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Bernard Dworsky's assessment of the needs of Delaware's older drivers has spurred policy changes and programs.
9:07 a.m., Sept. 16, 2011--Research findings on the needs of
Delawares older drivers have served as the impetus for roadway
modifications, improved transportation communication and outreach, and
multifaceted campaigns to improve mobility and safety for senior drivers
across the state.
The 2007 study, led by University of Delaware assistant professor and policy scientist Bernard Dworsky,
assessed the needs of Delawares older drivers and found roadway and
intersection designs, coupled with education and awareness programs,
will become increasingly important for policymakers, transportation
planners, engineers, and social service providers as the states elderly
Delaware is projected to have the 9th largest percentage of elderly
residents to general population by 2030, according to U.S. Census
projections. By 2029, one in four drivers will be over 65.
Safe roads for older drivers are safer roads for everybody, says Dworsky.
His research teams recommendations to the Delaware Department of
Transportation therefore included numerous proposals applicable to the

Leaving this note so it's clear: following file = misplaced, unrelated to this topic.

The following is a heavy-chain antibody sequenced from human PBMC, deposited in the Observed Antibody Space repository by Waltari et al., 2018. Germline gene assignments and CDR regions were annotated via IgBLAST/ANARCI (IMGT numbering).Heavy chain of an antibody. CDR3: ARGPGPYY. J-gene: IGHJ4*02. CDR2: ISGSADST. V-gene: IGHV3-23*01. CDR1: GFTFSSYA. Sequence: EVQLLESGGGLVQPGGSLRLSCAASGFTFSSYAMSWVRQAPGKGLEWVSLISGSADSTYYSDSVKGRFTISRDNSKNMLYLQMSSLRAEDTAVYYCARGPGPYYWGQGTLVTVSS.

general population, such as more overhead road signs with larger
letters, standardized traffic lights, and pedestrian countdown signals.
If we follow these [University of Delaware] recommendations, there
are benefits to all users of the roadway, says DelDOTs assistant chief
traffic engineer Mark Zuszcz in a public service video about Delawares
And for aging drivers, adds Dworsky, educational initiatives are especially important to improved roadway safety.
Since his study was published, the state has begun offering
county-wide programs like the Senior Safety Exposition, in which older
drivers can receive health screenings, safety assessments and serves
from the DMV. The next expo will be held Saturday, Oct. 8, from 8
a.m.-noon, at the Dover Division of Motor Vehicles.
For Dworsky, events such as these reinforce the public service mission of a research intensive, land grant institution.
Many times, you may do a report for an agency that sits somewhere
and collects dust, he says. But this has led to a series of events to
increase safety for senior drivers in the state. Its a prime example of
University research and engagement that has the potential to improve
the community, and in this case, the entire state.
About Bernard Dworsky
Bernard Dworsky is a policy scientist and assistant professor in the School of Public Policy and Administrations Institute for Public Administration. His research examines transportation, economic development and policy planning.
Originally published by UDaily.
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